2018 Music Rewind

Mary Jane Leach — (f)lute songs

For much of this year I felt like I had less time than usu­al for active music lis­ten­ing. I got mar­ried, my wife was preg­nant, she gave birth to our beau­ti­ful daugh­ter, I had work com­mit­ments, my band The Twi­lights record­ed and released a new album, etc. As a result I have a huge back­log of albums that I want­ed to check out that I have not lis­tened to yet.

So, this year’s list con­sists of albums that I did hear that made a strong enough ini­tial impres­sion on me that I either 1.) wrote it down to remem­ber for this list, or 2.) imme­di­ate­ly sug­gest­ed some like-mind­ed friends have a lis­ten — with the caveat that my sur­vey was woe­ful­ly incom­plete as I prob­a­bly only made it through half of my to-do list of albums.

Any­way, here’s my list in alpha­bet­i­cal order:

Geoff Bar­row (of Por­tishead fame) has brought his atten­tion to groove and atmos­phere to a fusion of prog rock and krautrock. It’s not high­ly tech­ni­cal music, but I use the prog rock label because of the pro­duc­tion style and drum sounds as well as some pret­ty pre­cise play­ing.

Fran­cis Har­ris — Triv­ial Occu­pa­tions
This album is a set of dance music-inspired pieces lay­ered with per­for­mances on acoustic instru­ments. The melod­ic min­i­mal­ism and the repet­i­tive struc­ture are famil­iar entry points for fans of house or tech­no and the impro­vi­sa­tion ele­vates the tracks beyond dance floor util­i­ty.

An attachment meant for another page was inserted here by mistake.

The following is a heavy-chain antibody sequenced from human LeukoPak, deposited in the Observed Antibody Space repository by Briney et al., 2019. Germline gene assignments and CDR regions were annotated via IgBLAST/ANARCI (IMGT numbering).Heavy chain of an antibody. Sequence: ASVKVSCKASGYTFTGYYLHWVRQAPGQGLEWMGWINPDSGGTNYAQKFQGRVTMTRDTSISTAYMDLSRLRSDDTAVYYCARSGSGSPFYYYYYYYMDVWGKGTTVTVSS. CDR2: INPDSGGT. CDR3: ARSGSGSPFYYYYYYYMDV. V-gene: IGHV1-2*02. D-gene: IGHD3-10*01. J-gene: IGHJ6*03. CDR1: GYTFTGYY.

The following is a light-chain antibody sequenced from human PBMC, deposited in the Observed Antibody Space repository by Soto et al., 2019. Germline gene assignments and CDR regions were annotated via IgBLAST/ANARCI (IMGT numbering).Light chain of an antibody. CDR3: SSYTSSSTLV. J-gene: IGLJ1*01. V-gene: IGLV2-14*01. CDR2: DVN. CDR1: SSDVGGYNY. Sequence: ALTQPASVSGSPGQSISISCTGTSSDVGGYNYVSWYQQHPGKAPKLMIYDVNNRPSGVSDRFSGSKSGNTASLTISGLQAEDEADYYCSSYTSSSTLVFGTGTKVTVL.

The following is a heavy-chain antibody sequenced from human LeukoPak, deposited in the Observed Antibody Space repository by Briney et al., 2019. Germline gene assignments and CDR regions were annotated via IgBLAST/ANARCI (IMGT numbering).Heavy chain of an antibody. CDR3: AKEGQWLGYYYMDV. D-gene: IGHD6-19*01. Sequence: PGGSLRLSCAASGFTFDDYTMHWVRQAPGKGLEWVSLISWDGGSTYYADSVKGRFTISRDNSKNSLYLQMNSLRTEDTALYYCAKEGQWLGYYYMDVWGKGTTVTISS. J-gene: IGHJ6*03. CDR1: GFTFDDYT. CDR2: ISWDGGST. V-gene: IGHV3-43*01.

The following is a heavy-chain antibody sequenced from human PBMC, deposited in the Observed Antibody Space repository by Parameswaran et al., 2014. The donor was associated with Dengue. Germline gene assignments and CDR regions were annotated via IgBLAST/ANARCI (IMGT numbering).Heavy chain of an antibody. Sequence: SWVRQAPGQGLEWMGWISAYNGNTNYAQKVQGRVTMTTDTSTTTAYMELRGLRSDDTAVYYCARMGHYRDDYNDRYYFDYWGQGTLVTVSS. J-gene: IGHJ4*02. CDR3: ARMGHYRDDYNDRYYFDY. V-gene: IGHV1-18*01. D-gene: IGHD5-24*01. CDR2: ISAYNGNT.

Khru­ang­bin — Con Todo El Mun­do
This most­ly instru­men­tal TX-based gui­tar trio has escaped most of the expec­ta­tions that come of being gui­tar-based and TX-based by avoid­ing blues and rock clich­es. Instead they take a sol­id soul/rhythm & blues foun­da­tion and pep­per it with melod­ic and tonal influ­ences from African and South East Asian pop. The grooves are unfussy and the lead gui­tar is always taste­ful.

Mary Jane Leach — (f)lute songs
Gor­geous, slow­ly unfold­ing com­po­si­tions (span­ning 1985–2018) that inhab­it the same uni­verse as Mor­ton Feld­man, Phill Niblock, and Alvin Luci­er (espe­cial­ly his pieces for slow-mov­ing oscil­la­tor).

Noinonoinonoino — 8
Dark fuzzy elec­tron­ic impro­vi­sa­tions with smears of ana­log delay feed­back self-oscil­lat­ing over bass-heavy beats.

Lucy Rail­ton — Par­adise 94
Dark and rich­ly tex­tured debut release from this com­pos­er and cel­list. Plen­ty of extend­ed tech­niques to pull out cel­lo creaks and groans that blend seam­less­ly with her elec­tron­ic sound design and effects. Real­ly engross­ing com­po­si­tions that seem almost stream-of-con­scious­ness in their flow but nev­er feel aim­less or unstruc­tured.

Debashis Sin­ha — The White Dog
This release was brought to my atten­tion by a post on Cre­ate Dig­i­tal Music. The White Dog is patient­ly paced and restrained elec­tron­ic music with nods to 90s ambi­ent tech­no and IDM. It name checks Alvin Luci­er in its titles but I don’t hear an obvi­ous son­ic influ­ence. It’s always a pleas­ant sur­prise to hear elec­tron­ic music that is not eas­i­ly labelled into its com­po­nent sub-gen­res.

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